STEVE LAWLER: “DRUGS IN THE BLACK MARKET ONLY MAKES IT WORSE”

Steve Lawler is to electronic music what Leonardo DiCaprio is to movies. Only that the first one has, instead of one, the equivalent to five Academy Awards in electronic music, known by the specialized world as the DJ Awards. He’s also the founder of the label ViVa MuSiC and has toured the globe with his amazing parties named VIVa Warriors. He has been the resident DJ at uncountable night clubs, most of them based on the iconic Ibiza, the incredible Spanish island best known for its electronic parties. Last Saturday 22th of December, Lawler went crazy: first show from 6 to 8 in the morning, in Sao Pablo; then off to a plane and a quick nap in Buenos Aires, another DJ at PM Open Air, a venue by the river, from 20 to 23; and a last presentation from 3 to 8 am at The Bow club. Back home, after such an odyssey and some touching messages to their fans, Steve took some time to give us a deeply honest testimonial, addressing some sensitive issues.

 
 

SPE: You said on your Instagram account that Argentina is your home, your family. Why is that? What do Argentinians have that makes them such a perfect audience? In what sense are we different from other crowds?

Steve Lawler: I honestly don’t know why I feel so close to Argentinian people, but I do. Right from my very first ever gig in Argentina which was around 20 years ago. The people of Argentina know music, understand quality, they feel music with their heart. And honestly not everywhere is like this, in some countries people just go out to get wasted and don’t even care about the music. Argentinian people love music. Yes they party, but music is the main pull for the people of Argentina, no room for fakers. It's hands down my favourite country in the world to play in. And one million percent the best crowd in the world.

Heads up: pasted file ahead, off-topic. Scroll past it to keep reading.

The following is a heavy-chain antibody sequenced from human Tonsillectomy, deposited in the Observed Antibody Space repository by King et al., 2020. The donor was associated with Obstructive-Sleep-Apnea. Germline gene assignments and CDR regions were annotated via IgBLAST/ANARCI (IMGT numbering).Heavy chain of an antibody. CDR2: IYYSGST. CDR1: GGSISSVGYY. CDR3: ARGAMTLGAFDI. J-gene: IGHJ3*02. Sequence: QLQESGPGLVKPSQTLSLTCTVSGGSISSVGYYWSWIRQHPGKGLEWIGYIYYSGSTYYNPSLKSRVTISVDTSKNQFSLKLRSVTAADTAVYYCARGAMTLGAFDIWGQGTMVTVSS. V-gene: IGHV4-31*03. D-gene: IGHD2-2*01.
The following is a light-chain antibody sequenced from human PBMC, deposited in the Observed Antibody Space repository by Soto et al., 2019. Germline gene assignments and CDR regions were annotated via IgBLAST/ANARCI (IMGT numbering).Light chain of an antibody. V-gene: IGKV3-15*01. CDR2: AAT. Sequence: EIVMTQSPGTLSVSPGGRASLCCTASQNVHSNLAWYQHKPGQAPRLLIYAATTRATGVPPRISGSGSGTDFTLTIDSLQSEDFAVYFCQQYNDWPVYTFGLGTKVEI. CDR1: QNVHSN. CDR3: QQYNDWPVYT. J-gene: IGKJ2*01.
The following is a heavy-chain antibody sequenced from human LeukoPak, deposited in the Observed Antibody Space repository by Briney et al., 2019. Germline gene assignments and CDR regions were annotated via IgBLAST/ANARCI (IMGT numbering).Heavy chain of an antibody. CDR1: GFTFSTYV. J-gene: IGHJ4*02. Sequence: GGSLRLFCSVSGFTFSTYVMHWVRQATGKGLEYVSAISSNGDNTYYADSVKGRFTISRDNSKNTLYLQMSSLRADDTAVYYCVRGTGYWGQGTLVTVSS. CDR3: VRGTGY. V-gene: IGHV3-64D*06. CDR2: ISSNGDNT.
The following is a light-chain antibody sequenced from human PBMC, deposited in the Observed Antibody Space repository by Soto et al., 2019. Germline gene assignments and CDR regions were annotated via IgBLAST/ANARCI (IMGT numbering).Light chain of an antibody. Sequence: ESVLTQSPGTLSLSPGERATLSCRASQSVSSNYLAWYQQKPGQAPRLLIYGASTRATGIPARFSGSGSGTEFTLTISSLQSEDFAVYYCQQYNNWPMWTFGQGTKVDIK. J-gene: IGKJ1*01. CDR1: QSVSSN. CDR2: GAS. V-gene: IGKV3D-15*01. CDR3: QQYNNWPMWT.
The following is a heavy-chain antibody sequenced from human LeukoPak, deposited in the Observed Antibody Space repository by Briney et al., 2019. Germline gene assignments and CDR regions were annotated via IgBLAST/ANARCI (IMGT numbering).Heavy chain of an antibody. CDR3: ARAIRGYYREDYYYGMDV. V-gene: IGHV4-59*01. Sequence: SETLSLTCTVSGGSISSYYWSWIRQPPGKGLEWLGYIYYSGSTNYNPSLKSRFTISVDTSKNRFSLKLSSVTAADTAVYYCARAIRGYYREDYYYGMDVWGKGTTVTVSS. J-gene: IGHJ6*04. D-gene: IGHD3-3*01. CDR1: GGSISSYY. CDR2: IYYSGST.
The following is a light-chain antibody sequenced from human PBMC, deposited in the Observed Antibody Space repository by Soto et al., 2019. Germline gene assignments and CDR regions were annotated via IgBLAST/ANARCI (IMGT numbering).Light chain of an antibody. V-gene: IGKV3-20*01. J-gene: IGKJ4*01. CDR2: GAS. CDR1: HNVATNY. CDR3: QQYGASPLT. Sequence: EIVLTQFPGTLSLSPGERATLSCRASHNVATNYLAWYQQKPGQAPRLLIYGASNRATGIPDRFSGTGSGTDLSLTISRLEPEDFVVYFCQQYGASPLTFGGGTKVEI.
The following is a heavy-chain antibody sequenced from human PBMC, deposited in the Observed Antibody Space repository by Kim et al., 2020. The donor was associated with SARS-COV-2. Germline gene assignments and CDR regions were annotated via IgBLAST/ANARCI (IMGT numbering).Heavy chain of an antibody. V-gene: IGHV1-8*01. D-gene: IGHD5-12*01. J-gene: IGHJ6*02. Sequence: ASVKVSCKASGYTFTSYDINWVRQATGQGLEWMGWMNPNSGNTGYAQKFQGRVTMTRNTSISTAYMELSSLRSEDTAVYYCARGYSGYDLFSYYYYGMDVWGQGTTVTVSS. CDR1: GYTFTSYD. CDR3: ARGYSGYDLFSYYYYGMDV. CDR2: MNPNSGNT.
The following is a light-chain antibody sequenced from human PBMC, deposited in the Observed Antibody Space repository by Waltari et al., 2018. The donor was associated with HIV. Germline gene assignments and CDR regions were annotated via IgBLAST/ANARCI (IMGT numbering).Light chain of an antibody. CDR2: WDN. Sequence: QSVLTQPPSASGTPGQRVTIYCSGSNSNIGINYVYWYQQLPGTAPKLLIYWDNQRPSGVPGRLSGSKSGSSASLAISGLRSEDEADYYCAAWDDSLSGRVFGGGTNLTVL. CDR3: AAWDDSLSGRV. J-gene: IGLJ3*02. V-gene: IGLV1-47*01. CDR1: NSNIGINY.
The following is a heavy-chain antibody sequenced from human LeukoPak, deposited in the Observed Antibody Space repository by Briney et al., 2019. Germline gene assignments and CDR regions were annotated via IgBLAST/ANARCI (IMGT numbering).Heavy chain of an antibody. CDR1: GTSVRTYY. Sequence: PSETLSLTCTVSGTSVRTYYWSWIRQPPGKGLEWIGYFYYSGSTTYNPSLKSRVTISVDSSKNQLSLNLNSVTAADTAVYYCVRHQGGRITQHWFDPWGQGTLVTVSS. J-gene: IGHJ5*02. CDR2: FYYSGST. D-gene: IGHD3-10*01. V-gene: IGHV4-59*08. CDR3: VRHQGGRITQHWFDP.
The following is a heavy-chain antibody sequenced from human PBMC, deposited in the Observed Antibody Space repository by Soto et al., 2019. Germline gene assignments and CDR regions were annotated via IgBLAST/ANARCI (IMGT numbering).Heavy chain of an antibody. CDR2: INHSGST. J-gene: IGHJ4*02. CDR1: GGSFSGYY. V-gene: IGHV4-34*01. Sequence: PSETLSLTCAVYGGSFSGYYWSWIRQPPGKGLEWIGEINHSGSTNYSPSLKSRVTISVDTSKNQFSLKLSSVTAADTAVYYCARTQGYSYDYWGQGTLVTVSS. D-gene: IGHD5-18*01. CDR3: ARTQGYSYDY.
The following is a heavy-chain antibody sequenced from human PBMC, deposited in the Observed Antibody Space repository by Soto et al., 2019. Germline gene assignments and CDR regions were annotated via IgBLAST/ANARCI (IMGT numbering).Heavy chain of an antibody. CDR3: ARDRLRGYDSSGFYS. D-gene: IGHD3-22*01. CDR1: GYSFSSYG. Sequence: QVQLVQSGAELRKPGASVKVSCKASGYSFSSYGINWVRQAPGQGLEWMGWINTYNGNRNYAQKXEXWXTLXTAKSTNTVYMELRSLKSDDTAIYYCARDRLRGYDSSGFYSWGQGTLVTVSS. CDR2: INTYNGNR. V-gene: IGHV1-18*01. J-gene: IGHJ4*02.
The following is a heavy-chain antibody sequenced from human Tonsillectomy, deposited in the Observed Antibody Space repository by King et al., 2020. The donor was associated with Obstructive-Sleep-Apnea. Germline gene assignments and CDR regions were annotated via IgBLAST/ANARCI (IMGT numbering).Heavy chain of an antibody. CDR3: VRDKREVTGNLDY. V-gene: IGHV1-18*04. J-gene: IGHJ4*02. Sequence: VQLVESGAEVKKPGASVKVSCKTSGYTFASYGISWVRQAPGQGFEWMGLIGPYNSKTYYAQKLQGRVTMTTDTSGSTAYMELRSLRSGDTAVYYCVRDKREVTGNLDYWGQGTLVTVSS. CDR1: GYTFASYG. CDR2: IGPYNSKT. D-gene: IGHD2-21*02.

SPE: Could you describe the vibe, the feeling you had playing in Buenos Aires?

SL: It’s like I'm playing to a house party of all my friends, people who I know love the same music as me, people who are just like me. I feel a connection with the crowd in Argentina like nowhere else in the world. I am very passionate about music, I love the feeling of being lost in the sounds, the builds, the drops, the darkness, and the light… and I know the people of Argentina come on the ride with me, side by side.

SPE: Besides playing, what did you enjoy the most from the city?

SL: I have been to Argentina many times, I love the heart of the city. I think the people of Argentina has to endure a lot of bullshit from their government, but I see Argentina’s people as strong and resilient. So honestly my favourite thing about Argentina is the people! Oh… and the meat!

SPE: In a deep interview with the members of Soulwax / 2manydjs we spoke about an electronic music festival in Buenos Aires where people died, and which led us to the link between drugs and music, specially electronic music. Could you comment on that?

SL: Yes I will comment on this. It's so sad to see, it's the worst thing in the world to lose loved ones, so my heart just goes out to the family and friends of the victims. I see this same problem with drugs anywhere in the world. The problem isn’t the fact that people want to enjoy themselves. The problem is that we are not doing enough to make it safe. There should be drug testing equipment, there should be regulations. Because all that matters is the safety of people. We are not going to stop people taking drugs ever. It's not going to happen. So we need to focus on things we can do to ensure people’s safety and comfort. I am a father of two gorgeous girls and honestly all I care about for them when they grow up is their safety. I would prefer drugs to be legalised in some way so it can be regulated, clean and safe. And if anything should be wrong all the info would be there to act on. Drugs being in the black market only makes it worse, unclean and unsafe. I will tell my children when they grow up if they want to try drugs then I want them to be safe, I don't want them thinking they can’t come to me for help. This is the way to be about the culture of growing up. We need to be here for them! Not make them feel it’s bad, that is wrong. Safety is the only concern.

 
Facundo ValdezComment